NAIOP Massachusetts recently filed a Motion to Intervene in Conservation Law Foundation, Inc., et al v. United State Environmental Protection Agency, et al. The plaintiffs in that case seek to compel USEPA to impose a new regulatory program that would require owners of commercial, institutional, industrial and high density residential properties in the Charles River watershed with one acre or more of impervious area (parking lots, roofs, sidewalks) to apply for a stormwater discharge permit. NAIOP decided to intervene in the case given the significant impact this duplicative and burdensome regulatory program would have on property owners in a watershed that includes 35 communities and covers 310 square miles.
On April 28, the Conservation Law Foundation and the Charles River Watershed Association filed a complaint in federal court alleging that nutrients, including phosphorus, in runoff from a number of “commercial, industrial, institutional, and high density residential” properties are polluting the Charles River. The goal of the lawsuit is to force EPA into using its rarely used “Residual Designation Authority” (RDA) in the 35 communities that make up the Charles River Watershed to create a new stormwater permitting program. This proposed program would be in addition to the recently issued stormwater permitting program for municipal separate storm sewer systems (MS4s), which collect and manage a substantial portion of the stormwater discharged into the Charles River from developed properties. In this case, CLF is incorrect; EPA does not have a requirement to use the RDA.
This will affect all privately owned commercial and multifamily properties in the Charles River Watershed (communities including Boston, Cambridge, Needham, Newton, Natick, etc.) with more than one acre of impervious area.
In 2010, EPA proposed an RDA pilot stormwater permitting program in the towns of Milford, Franklin and Bellingham. As proposed, this program would require property owners to construct costly, retrofitted stormwater treatment systems. EPA funded a study to determine the potential costs to comply with its proposed permitting program. Though the pilot program targeted sites with two acres or more of impervious area, compared to the one acre threshold now being considered, the total cost in the three communities to comply with the draft permit was astronomical. EPA’s own consultants estimated that the costs would be at least $180 million for the three communities. Expanding such a program to all 35 communities in the Charles River Watershed would easily move that number into the billions. Costly and substantial retrofits of privately owned property would be immediately required if this is implemented. We estimate the costs to be at least $150,000 per acre for compliance. This would apply to existing owners, even if they are not redeveloping or renovating their property.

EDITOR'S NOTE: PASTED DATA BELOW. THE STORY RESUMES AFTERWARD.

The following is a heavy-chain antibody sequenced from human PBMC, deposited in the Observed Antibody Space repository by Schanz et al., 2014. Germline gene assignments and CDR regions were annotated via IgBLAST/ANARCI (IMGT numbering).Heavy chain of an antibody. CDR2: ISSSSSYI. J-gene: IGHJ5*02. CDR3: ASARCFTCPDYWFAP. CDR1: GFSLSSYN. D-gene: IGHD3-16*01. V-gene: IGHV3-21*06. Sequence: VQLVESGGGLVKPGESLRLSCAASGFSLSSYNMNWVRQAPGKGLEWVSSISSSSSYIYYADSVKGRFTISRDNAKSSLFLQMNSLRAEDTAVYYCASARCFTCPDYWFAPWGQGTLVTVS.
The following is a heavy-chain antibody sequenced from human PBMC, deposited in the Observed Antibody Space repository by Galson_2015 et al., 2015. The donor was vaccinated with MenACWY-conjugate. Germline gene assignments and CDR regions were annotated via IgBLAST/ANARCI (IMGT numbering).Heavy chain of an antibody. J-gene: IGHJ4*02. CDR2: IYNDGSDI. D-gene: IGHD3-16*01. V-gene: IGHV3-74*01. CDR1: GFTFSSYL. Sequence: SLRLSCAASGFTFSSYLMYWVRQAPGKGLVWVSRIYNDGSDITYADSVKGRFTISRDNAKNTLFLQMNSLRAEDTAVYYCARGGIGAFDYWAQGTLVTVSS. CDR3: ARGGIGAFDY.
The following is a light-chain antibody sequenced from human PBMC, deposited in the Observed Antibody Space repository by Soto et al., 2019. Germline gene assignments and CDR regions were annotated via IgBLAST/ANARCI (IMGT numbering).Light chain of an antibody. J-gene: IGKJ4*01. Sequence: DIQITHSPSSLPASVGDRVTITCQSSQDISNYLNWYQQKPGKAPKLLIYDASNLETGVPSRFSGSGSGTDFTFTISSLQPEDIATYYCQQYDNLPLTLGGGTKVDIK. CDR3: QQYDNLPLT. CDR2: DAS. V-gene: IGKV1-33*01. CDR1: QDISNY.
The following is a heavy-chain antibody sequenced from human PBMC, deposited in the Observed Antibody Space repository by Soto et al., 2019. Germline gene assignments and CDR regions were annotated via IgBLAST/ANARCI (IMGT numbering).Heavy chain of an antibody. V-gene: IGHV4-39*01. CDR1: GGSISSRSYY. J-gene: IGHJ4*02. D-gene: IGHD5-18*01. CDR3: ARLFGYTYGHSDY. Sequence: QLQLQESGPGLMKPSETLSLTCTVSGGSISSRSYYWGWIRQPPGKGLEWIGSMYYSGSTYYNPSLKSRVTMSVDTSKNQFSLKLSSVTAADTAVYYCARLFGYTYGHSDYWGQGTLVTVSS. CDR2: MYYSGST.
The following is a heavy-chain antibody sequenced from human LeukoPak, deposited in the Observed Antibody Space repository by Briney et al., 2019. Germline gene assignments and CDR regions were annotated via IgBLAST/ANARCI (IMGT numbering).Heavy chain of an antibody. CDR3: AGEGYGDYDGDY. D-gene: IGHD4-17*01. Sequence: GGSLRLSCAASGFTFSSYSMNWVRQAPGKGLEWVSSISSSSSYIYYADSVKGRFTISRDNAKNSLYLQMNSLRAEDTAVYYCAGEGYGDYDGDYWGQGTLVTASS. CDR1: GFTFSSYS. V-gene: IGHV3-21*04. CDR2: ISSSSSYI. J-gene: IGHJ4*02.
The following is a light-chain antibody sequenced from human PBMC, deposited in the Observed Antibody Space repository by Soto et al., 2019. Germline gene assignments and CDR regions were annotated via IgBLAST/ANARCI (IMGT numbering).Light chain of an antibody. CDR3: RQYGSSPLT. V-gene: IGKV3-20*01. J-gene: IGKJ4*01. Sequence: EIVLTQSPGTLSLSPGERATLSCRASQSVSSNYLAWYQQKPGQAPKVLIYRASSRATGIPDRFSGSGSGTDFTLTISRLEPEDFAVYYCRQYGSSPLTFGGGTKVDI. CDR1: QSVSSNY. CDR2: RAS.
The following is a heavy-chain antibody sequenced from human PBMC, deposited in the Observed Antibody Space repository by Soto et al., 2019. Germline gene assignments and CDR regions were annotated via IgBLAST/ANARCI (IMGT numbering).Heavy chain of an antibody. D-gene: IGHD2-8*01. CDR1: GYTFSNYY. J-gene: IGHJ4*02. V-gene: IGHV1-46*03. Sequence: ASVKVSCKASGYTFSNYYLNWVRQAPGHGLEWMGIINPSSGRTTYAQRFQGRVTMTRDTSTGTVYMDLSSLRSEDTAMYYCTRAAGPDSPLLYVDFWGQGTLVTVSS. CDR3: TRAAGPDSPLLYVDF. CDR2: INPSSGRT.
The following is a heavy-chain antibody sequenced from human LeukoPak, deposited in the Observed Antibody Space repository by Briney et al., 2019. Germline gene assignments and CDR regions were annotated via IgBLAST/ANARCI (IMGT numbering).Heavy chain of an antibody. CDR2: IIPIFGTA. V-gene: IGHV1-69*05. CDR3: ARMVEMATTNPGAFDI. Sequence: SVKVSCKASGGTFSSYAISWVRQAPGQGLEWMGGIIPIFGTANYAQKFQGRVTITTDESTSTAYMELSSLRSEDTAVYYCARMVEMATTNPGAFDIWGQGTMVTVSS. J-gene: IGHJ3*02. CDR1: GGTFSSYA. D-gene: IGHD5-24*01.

NAIOP supports the overall objective of improving water quality throughout the Charles River Watershed. However, any regulatory program developed to achieve that objective must be cost-effective, feasible and fairly allocate the regulatory burdens and costs. As we learned through the pilot program, the RDA approach is not the right tool. NAIOP has long championed alternative approaches that focus on public education, source control, and Best Management Practices. We actively supported the recent legislation restricting the use of phosphorous-containing fertilizers. Our intervention in the lawsuit will provide an important stakeholder group with an opportunity to have a seat at the table as these important policy and economic issues are being discussed.